Nottingham Trent University has appointed Kevin Cahill CBE, the chief executive of Comic Relief, as new chancellor.
Mr Cahill will enter the role in July, taking on from current chancellor Michael Parkinson CBE who was appointed in November 2008 and was the university’s first ever chancellor.
As chancellor, Mr Cahill will be representing the university on special occasions and present graduates with their degrees at ceremonies. Mr Cahill himself was awarded an honorary doctorate in 2008 from the university.
Mr Cahill said: “It’s a real honour to take up this position. The institution is a UK leader in helping people achieve their ambitions and realise their potential, no matter what their background. I am hoping my role will enable me to play a small part in continuing this work.”
Current Chancellor Sir Michael Parkinson said: “I’m absolutely delighted to pass my Chancellorship on to someone like Kevin who has achieved so many great things for society and I have no doubt that he will go on to be a brilliant ambassador for the institution.”
Professor Neil Gorman, Vice-Chancellor of Nottingham Trent University, said: “We’re delighted that Kevin has accepted this position and I know he will be an excellent role model for our many constituencies, both within the university and externally.”
Kevin Cahill started his job as Comic Relief’s chief executive in 1997, but joined the charity back in February 1991 as director of education. In 2007, Mr Cahill was awarded the CBE for services to charity.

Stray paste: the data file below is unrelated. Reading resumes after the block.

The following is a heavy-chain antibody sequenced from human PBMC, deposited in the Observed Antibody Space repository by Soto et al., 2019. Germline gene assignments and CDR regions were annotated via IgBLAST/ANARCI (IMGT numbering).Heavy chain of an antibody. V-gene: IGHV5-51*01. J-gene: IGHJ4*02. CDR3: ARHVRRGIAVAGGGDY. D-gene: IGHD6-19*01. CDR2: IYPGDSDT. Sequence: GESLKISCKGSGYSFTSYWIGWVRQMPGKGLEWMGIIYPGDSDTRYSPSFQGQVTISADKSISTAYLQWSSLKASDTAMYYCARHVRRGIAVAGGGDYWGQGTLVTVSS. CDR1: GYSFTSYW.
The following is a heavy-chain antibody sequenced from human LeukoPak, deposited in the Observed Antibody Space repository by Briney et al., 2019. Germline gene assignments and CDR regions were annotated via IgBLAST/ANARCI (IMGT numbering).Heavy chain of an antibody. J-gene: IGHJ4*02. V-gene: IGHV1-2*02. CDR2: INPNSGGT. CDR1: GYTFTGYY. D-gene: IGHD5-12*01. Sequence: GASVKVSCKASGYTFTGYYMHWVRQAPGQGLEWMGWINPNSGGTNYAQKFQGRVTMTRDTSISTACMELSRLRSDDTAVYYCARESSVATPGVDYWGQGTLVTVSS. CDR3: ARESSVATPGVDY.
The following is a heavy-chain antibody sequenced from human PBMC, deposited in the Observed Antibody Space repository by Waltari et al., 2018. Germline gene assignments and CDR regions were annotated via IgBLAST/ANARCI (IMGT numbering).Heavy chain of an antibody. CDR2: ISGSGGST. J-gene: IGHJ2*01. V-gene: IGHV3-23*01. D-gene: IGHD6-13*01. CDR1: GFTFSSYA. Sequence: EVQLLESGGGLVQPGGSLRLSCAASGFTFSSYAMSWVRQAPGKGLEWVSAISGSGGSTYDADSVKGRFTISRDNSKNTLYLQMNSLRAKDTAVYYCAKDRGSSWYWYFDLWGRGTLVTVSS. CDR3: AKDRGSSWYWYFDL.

In December 2013, a BBC Panorama investigation claimed Comic Relief money had been invested in alcohol, arms and tobacco shares between 2007 and 2009. The programme was broadcasted in December after having been postponed from its original October date.
Mr Cahill admitted in December, following the programme’s screening, that the charity still had money in managed funds but that they constitute no more than 5 per cent of the charity’s funds. The chief executive also promised a full review of Comic Relief’s policy.
The charity explained at the time that: “ethical screening would have left us unable to meet both our legal and moral obligation to maximise returns and look after the money in our care with an appropriate level of risk. Instead we put the money into large managed funds, like many other leading charities and pension funds.”
At the time, the Evening Standard reported Peter Bennett-Jones as saying that there is an obligation for the charity to make the best possible financial return for the good causes it assists.Reuse content